In this case, though the hard facts are the same (you’re going to sacrifice one person to save five), almost no one will push the fat man.

Now, I’m not necessarily arguing that it’s right to push the fat man — or for the government to “push the fat man.” But the two variants of this dilemma show how our irrational social emotions interfere with how we dispense justice. In fact, a study found that a certain type of brain damage could affect how people judged scenarios such as these. According to the study, “damage to the ventromedial prefrontal cortex (VMPFC)” — a brain region necessary for the normal generation of emotions and, in particular, social emotions, such as empathy — “increases ‘utilitarian’ choices in moral dilemmas — judgments, that is, that favor the aggregate welfare over the welfare of fewer individuals.”

Which judge would you rather have? The brain-damaged judge who can put aside social feelings and arrive at the formally correct answer? Or the judge who won’t push the fat man when the fat man needs to be pushed?

Now, of course, the answer to that question is: It depends. It depends on whether you’re the fat man or one of the five track workers.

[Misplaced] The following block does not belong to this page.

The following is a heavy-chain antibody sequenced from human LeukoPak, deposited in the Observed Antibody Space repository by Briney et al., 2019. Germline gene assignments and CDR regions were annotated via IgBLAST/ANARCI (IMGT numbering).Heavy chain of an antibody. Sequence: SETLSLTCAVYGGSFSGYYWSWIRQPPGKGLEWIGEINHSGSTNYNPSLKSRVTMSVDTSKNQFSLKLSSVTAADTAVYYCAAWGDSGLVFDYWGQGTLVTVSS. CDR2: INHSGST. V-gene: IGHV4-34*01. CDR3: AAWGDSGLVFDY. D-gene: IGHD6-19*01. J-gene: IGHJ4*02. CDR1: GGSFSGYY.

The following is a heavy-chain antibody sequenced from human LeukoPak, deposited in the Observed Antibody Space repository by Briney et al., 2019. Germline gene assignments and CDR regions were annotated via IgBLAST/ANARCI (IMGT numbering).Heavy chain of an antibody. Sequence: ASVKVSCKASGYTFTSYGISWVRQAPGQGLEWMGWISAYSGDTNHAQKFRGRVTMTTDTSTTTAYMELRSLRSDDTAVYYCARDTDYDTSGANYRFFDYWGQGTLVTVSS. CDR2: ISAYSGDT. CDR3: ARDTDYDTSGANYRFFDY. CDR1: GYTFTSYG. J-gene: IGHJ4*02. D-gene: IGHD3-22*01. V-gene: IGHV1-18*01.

For a family-court judge, or other lower-level cases, there might be plenty of instances where you’d rather have the empathetic judge. In smaller disputes, let’s say the trolley is a toy train — the track workers will survive, and it’s not nice to push the fat guy.

But the Supreme Court is more often in the position of needing to save five track workers as opposed to one fat man. And let me explain that: I don’t mean that the Supreme Court should be sacrificing individual rights for the benefit of society. This is a metaphor. What I mean is that the court must often uphold a difficult principle in the face of a sympathetic plaintiff or defendant.

No one’s going to empathize with a neo-Nazi who wants to run a hate Web site or hold a march — but the First Amendment demands we uphold an abstract principle for the good of all. Not many people are going to empathize with a flag-burner — but the Constitution demands we do that as well. No one’s going to empathize with a criminal who escapes a murder conviction because the police conducted an illegal search — but the Supreme Court has consistently held that the Constitution demands that society accept the murderer going free.

Likewise, the justices may empathize with a plaintiff who says he was let go because of his age — but if he’s a fireman or a cop or an air traffic controller, then they’ll have to set aside the fact that they “understand and share the feelings of another” and allow for reasonable age restrictions on some occupations.